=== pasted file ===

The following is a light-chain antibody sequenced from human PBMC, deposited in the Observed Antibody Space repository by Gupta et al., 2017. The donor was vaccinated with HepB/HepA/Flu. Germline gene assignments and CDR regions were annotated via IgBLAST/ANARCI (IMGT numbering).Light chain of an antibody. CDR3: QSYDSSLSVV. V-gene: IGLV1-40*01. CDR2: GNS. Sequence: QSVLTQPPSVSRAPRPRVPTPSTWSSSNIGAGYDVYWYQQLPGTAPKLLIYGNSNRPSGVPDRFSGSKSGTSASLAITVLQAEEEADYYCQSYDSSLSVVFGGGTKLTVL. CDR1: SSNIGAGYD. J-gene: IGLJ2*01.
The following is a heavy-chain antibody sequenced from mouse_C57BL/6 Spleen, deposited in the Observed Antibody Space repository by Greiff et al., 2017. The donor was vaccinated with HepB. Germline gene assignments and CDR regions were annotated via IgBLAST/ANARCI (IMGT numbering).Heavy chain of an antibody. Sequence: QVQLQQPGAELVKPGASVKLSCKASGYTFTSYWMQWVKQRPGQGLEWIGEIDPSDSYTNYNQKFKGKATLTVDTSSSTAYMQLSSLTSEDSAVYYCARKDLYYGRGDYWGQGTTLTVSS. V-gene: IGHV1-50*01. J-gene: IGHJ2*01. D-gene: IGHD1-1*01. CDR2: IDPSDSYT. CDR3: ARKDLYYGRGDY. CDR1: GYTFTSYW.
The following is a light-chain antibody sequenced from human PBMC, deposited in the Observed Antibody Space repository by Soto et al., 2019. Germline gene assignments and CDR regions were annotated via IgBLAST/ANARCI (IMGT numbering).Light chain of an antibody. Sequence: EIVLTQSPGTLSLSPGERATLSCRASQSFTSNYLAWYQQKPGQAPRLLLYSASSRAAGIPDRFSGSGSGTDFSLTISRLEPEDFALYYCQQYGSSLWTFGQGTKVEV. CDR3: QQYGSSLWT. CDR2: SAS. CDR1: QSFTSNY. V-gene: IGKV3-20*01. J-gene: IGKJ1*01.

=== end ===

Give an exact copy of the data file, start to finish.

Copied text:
The following is a light-chain antibody sequenced from human PBMC, deposited in the Observed Antibody Space repository by Gupta et al., 2017. The donor was vaccinated with HepB/HepA/Flu. Germline gene assignments and CDR regions were annotated via IgBLAST/ANARCI (IMGT numbering).Light chain of an antibody. CDR3: QSYDSSLSVV. V-gene: IGLV1-40*01. CDR2: GNS. Sequence: QSVLTQPPSVSRAPRPRVPTPSTWSSSNIGAGYDVYWYQQLPGTAPKLLIYGNSNRPSGVPDRFSGSKSGTSASLAITVLQAEEEADYYCQSYDSSLSVVFGGGTKLTVL. CDR1: SSNIGAGYD. J-gene: IGLJ2*01.
The following is a heavy-chain antibody sequenced from mouse_C57BL/6 Spleen, deposited in the Observed Antibody Space repository by Greiff et al., 2017. The donor was vaccinated with HepB. Germline gene assignments and CDR regions were annotated via IgBLAST/ANARCI (IMGT numbering).Heavy chain of an antibody. Sequence: QVQLQQPGAELVKPGASVKLSCKASGYTFTSYWMQWVKQRPGQGLEWIGEIDPSDSYTNYNQKFKGKATLTVDTSSSTAYMQLSSLTSEDSAVYYCARKDLYYGRGDYWGQGTTLTVSS. V-gene: IGHV1-50*01. J-gene: IGHJ2*01. D-gene: IGHD1-1*01. CDR2: IDPSDSYT. CDR3: ARKDLYYGRGDY. CDR1: GYTFTSYW.
The following is a light-chain antibody sequenced from human PBMC, deposited in the Observed Antibody Space repository by Soto et al., 2019. Germline gene assignments and CDR regions were annotated via IgBLAST/ANARCI (IMGT numbering).Light chain of an antibody. Sequence: EIVLTQSPGTLSLSPGERATLSCRASQSFTSNYLAWYQQKPGQAPRLLLYSASSRAAGIPDRFSGSGSGTDFSLTISRLEPEDFALYYCQQYGSSLWTFGQGTKVEV. CDR3: QQYGSSLWT. CDR2: SAS. CDR1: QSFTSNY. V-gene: IGKV3-20*01. J-gene: IGKJ1*01.